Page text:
The End of the 2020 Impeachment Era

By Josh Larkin, Staff Writer

Photo provided courtesy of

On February 5, 2020, the U.S. Senate ended the four-month-long impeachment era by voting to acquit President Donald J. Trump, who was charged with abuse of power and obstruction of Congress by the House of Representatives.[1] Fifty-two senators voted not guilty on Article I, abuse of power, while forty-eight voted to convict the President.[2] Fifty-three senators voted not guilty on Article II, obstruction of Congress, while forty-seven voted to convict.[3] The votes remained mostly among party lines, with the only exception being Republican Senator Mitt Romney of Utah.[4] Senator Romney voted to convict the President on Article I, but voted not guilty on Article II.[5] This move made Romney the first senator in U.S. history to vote for the removal of a president from his or her own political party.[6] In the following of his choice to break from his party, Senator Romney stated, “I know [there will] be consequences and I just have to recognize that and do what [I] think is right.”[7]

The Senate fell short of its two-thirds requirement by fifteen votes to convict and remove the President, but the battle over impeachment is still ongoing in some sense. House Speaker Nancy Pelosi has openly condemned the Senate’s trial, stating that the Senate’s failure to hold additional witnesses introduced by the House managers has caused the trial to be a “sham.”[8] Speaker Pelosi has also criticized the President, saying that he is “forever impeached,” and expressed her view that the President’s acquittal is not legitimate due to the Senate’s vote to not hold additional witnesses.[9] Pelosi has called the Republican senators’ votes a “betrayal of the Constitution,” and claims the President sees himself as being “above the law,” and as someone who thinks he can “corrupt the elections if he wants to.”[10] Pelosi was not the only Democrat unhappy with the vote to acquit the President, as the majority of the Democratic Party have accused Republicans of “emboldening an unchecked president.”[11]

However, Republicans believe the Democrats opened the impeachment inquiry due to “embitter[ment] by its loss in the 2016 presidential election” and have accused the Democrats of “weaponiz[ing] the constitutional impeachment process.”[12] Republican Senator Ted Cruz of Texas has gone on to add, “the House managers have abused the constitutional process by trying to use impeachment to settle a partisan score.”[13] Senator Cruz claims that “[i]mpeachment is an extraordinary remedy . . . not designed for when [political parties] disagree . . . It’s designed for when the president crosses the constitutional threshold.”[14]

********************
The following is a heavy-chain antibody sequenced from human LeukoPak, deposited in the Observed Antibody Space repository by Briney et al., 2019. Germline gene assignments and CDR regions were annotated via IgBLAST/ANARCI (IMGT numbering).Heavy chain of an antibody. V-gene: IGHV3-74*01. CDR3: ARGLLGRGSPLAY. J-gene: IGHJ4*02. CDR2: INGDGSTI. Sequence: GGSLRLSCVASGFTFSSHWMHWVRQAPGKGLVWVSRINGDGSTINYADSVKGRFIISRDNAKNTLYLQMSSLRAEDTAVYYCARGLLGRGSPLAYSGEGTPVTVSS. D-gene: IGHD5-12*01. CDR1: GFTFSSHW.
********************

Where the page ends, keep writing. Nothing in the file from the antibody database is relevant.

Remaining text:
Politicians are not the only ones discussing the acquittal, as citizens have also spoken on the key issues behind the impeachment and the trial. Recent polls show that 84.2% of people that identify as Democrats support removing President Trump from office, while just 42.4% of people identifying as independents and 9% of people identifying as Republicans support removal.[15] On average, 47.7% of people support removing the President.[16]

President Trump has also made several public statements after the Senate’s vote to acquit him. The President has spoken against those who prosecuted his impeachment and other investigations against him, calling Speaker Pelosi and House Intelligence Committee Chairman Adam Schiff “horrible” and “vicious” people.[17] The President has called the entire impeachment inquiry “evil” saying, “[i]t was corrupt. It was dirty cops. It was leakers and liars. This should never, ever happen to another president, ever . . . it was a disgrace.”[18] But now that the impeachment has ended, the President has expressed his happiness saying, “[n]ow we have that gorgeous word, I never thought I’d hear it, it’s called total acquittal.”[19] Vice President Mike Pence has also joined in support of the President’s acquittal, striking at the President’s opposition by saying, “[l]et’s make sure it’s the last time Speaker Nancy Pelosi ever sits in the chair behind the President during the State of the Union address.”[20]

Although the time for impeachment has passed through the halls of Congress, this will surely be a subject of debate for the coming months, especially with the upcoming 2020 presidential election.


[2] Id.

[3] Id.


[5] Id.

[6] Id.



[9] Id.


[11] Id.

[12] Id.


[14] Id.


[16] Id.


[18] Id.

[19] Id.


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